Books That Normalize Mental Health ll 5 Books in 5 Genres

Reading has always been my number one hobby, when I was a lonely weird kid who didn’t fit in I could lose myself in books filled with animals and fantasy and escape the world around me that I had no idea how to navigate. But it wasn’t until I was watching Booktube (goddamn was I excited when I found out this was a thing) and I came across Gabby Reads video “Characters I Relate to the Most” that I realized that throughout the hundreds of books I’ve read I was yet to read myself in a book like Gabby had.

Now looking back I can see why. I was a closeted lesbian who didn’t realize she was depressed and wondering why I couldn’t see myself in a sea of straight, neurotypical characters. I finally did have that experience, but that will come later. I realized that reading books that normalize mental health made me feel seen, made me feel valid, made me feel less alone.

So I’ve picked 5 books from 5 different genres that all helped me understand mental health issues in different ways so no matter your reading tastes or mental state you’ll be able to find something that works for you.

1. Graphic NovelHyperbole and a Half by Allie Brosh

Source: Me

Hyperbole and a Half started as a Blogspot blog written and illustrated by Allie Brosh on MS Paint. Its quirky aesthetic and hilarious writing style made this blog gain a devoted cult following that eventually resulted in the publishing of this book. Oh and this 2010 viral meme:

Source: Am Adult

It was while reading this that I read myself in a book for the first time. I was reading the story entitled Depression Part 1 for the first time since my diagnosis and I thought, ‘Holy shit, thats how I feel!’ and I cried, because I’m an emotional bitch loves. The way she put her experiences so plainly with pitiful yet funny illustrations had me laughing through my tears like a chaotic mess…and it was fucking glorious.

This graphic novel intersperses Allie’s experience with depression with anecdotal stories about herself as a sugar driven child and her chaotic dogs among others that will make you laugh from beginning to end.

Her second book Solution and Other Problems comes out 22 September 2020.

[Content warnings-depression]

2. Memoir- An Unquiet Mind by Kay Jamison

Source: Also me

An Unquiet Mind has become a classic memoir, written by psychiatrist Kay Redfield Jamison about her struggle as a mental health professional who also happens to have bipolar 1.

This memoir was thrust into my hands by my sibling with little to no explanation other than ‘You should read this.’ So I packed the unassuming little book into my hand luggage and decided to read it while I flew home for Christmas in 2019. Well, while I recommend this book whole heartedly especially for those with bipolar or have loved one with it, I don’t recommend reading this on a plane.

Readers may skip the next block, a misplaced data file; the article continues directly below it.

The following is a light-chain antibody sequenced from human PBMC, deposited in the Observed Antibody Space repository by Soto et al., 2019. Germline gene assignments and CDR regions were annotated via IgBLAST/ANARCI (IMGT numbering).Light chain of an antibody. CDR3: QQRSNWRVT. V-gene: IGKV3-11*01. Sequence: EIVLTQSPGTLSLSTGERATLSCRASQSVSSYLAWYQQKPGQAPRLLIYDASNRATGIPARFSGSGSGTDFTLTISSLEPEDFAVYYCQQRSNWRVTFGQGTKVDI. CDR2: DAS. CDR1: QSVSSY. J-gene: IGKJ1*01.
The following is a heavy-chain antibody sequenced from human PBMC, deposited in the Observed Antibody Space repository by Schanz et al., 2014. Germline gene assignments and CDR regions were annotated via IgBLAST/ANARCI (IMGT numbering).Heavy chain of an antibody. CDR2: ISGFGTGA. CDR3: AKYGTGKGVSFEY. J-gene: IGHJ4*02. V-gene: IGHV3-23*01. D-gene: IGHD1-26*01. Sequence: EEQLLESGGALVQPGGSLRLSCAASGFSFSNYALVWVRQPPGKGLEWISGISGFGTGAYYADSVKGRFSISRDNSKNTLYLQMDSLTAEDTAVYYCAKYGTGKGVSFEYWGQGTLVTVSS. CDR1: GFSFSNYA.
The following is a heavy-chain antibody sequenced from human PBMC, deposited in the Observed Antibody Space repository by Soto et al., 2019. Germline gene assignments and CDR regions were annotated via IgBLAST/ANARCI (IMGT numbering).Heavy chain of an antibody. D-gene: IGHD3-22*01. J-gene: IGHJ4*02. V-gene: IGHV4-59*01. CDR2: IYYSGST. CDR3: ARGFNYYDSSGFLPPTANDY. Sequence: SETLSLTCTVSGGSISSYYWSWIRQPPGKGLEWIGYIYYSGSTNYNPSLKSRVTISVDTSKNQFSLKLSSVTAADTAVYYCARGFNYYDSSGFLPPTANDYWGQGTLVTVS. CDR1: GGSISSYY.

Yup, you guessed it. This bitch cried on the goddamn plane.

This book is one of those rare pieces that combines the trials of the patient with the experience and training of a professional all in one little package. She details her many manic episodes, juggling them with her hospital duties and fearing the judgment of her fellow doctors. She also manages to succinctly describe the internal battle of wanting to be free of your condition while recognizing its unique benefits. What I really appreciated was how she spoke about the benefits of bipolar and the way it can unexpectedly enrich your life. This always stuck with me and may encourage you to pick this up and give it a go:

[Content warnings-manias, depression, suicide ideation and suicide attempts]

3. YA- Eliza and Her Monsters by Francesca Zappia

Source: Bookalicious

This is the type of YA that I wish I had growing up but it warms my heart to know that teenagers now have access books like this to so they can grow up feeling less isolated and more understood. This often cast aside genre (snobby bullshit) is full of amazing stories that highlight all avenues of mental health issues, gender, sexuality and race in a way that has improved my enjoyment of YA in leaps and bounds. Eliza and Her Monsters by Francesca Zappia is my absolute favorite that deals with mental health.

The book follows Eliza Mirk, a socially anxious teen with no friends living in a family and a town that don’t seem to understand her in the slightest. But she has a secret, she is the creator of the viral webcomic Monsterous Sea under her pseudonym LadyConstellation and it is here, on the Monstrous Sea forums that Eliza can finally feels at home. Things start to change when a new boy joins the school that, turns out, spends his time writing fan fiction about Monstrous Sea. Wallace has anxiety induced mutism caused by PTSD so they strike up discussions through notes and text. When things start to unravel (I’m not telling you what because its best to go in blind) Eliza has to confront her two worlds colliding and learn that she’s not so alone after all.